On behalf of faculty, staff, and students, I’m delighted to welcome you to Deerfield.
This is my fourth year as head of school, after nine years serving as Headmaster at King’s Academy in Jordan, and prior to that, 17 years as a teacher, coach, department head, and dean at St. Andrew’s school in Delaware, which is from where Monica—my wife and a teacher of English at Deerfield—and I both graduated. So, boarding school is part of my DNA.
I’m sometimes asked: What’s the greatest challenge that the 21st century boarding school faces? I’ll answer that question with another question, and then share with you a few things that Deerfield is uniquely committed to, and uniquely proud of.
The question is this: How do we create opportunities for excellence, challenge, and achievement, and at the same time forge a community characterized by joy, care, connection, and inclusion? Some schools—many schools—are very good at challenge, but in a way that can be depleting, exhausting, and enervating to young people. Other schools can be lots of fun, but perhaps in ways that don’t challenge students to stretch themselves to grow and pursue excellence. Deerfield has always aspired to be both a school of challenge and excellence and also, a school of joy, friendship, and optimism. A school, in short, where young people thrive, flourish, and develop in confidence.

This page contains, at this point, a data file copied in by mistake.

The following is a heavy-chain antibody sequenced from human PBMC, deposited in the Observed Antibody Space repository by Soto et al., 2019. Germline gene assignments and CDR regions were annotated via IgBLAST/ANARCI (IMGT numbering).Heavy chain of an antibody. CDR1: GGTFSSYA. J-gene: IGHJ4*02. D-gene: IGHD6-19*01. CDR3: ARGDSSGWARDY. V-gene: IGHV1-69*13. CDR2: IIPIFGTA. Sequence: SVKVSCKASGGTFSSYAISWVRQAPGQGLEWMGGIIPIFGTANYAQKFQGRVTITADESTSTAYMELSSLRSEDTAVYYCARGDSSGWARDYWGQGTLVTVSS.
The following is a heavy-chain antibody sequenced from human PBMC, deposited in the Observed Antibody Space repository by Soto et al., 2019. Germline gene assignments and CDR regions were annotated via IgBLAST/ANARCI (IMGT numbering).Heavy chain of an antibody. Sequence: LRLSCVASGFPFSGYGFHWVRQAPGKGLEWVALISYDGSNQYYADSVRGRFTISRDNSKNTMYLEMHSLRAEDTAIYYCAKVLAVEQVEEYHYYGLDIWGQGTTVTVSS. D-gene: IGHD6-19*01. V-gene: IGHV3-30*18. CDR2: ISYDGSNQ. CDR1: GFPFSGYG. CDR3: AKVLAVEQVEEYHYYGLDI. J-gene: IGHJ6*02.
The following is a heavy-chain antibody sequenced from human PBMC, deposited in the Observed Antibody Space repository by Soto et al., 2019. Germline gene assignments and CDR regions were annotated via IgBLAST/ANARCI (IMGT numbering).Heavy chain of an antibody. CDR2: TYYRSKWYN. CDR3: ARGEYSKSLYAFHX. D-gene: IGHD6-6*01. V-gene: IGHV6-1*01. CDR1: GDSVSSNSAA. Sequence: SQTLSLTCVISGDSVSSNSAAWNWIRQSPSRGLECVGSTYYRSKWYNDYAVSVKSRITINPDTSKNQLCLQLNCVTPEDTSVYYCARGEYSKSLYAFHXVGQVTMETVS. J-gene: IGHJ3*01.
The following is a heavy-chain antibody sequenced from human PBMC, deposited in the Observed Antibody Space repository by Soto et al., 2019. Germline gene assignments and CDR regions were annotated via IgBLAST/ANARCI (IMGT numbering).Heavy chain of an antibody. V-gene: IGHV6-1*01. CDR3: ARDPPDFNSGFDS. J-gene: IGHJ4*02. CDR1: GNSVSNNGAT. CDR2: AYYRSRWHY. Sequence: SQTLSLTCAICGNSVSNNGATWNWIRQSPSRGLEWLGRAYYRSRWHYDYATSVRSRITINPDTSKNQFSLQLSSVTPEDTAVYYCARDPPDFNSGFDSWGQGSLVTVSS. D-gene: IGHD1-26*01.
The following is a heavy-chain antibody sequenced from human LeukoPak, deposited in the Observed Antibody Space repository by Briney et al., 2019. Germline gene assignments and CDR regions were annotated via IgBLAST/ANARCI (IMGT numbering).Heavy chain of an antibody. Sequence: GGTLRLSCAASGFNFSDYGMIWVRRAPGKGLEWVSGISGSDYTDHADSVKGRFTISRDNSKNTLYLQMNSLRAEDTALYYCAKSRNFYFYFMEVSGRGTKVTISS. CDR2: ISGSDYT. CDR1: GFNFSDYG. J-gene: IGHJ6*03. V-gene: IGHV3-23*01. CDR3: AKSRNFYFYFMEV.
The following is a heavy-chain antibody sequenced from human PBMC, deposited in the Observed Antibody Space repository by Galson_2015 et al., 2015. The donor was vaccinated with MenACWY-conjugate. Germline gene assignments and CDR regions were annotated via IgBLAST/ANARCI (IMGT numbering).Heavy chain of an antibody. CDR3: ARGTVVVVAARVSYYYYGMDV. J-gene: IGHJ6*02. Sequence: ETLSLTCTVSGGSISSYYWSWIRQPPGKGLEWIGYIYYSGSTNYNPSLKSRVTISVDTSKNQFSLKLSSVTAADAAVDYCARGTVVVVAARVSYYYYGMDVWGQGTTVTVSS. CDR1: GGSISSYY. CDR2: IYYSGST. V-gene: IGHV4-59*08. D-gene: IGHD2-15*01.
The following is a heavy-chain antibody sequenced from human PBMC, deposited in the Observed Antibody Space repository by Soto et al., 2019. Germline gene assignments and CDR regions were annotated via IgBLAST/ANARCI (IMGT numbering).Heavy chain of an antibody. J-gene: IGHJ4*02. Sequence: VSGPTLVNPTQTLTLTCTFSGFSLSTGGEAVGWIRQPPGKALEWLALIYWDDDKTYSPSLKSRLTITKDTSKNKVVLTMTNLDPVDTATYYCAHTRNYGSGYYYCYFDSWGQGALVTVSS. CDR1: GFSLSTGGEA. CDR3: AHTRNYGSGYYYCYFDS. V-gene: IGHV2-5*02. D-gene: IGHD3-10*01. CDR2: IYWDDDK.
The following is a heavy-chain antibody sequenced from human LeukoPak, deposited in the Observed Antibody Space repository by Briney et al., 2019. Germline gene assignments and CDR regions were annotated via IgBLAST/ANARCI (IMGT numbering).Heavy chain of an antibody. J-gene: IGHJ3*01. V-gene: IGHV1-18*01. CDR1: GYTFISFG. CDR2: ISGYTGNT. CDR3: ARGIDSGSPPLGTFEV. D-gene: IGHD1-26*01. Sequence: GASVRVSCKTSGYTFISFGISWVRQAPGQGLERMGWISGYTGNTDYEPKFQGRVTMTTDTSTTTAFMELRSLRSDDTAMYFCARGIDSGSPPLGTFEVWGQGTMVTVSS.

In a recent piece in the New York Times, the columnist David French offered some reflections on the increased levels of teenage anxiety and depression that have been so frequently reported in the news recently. I am sure you have read some of these reports. He identified several different explanations for this rising tide of unhappiness among young people: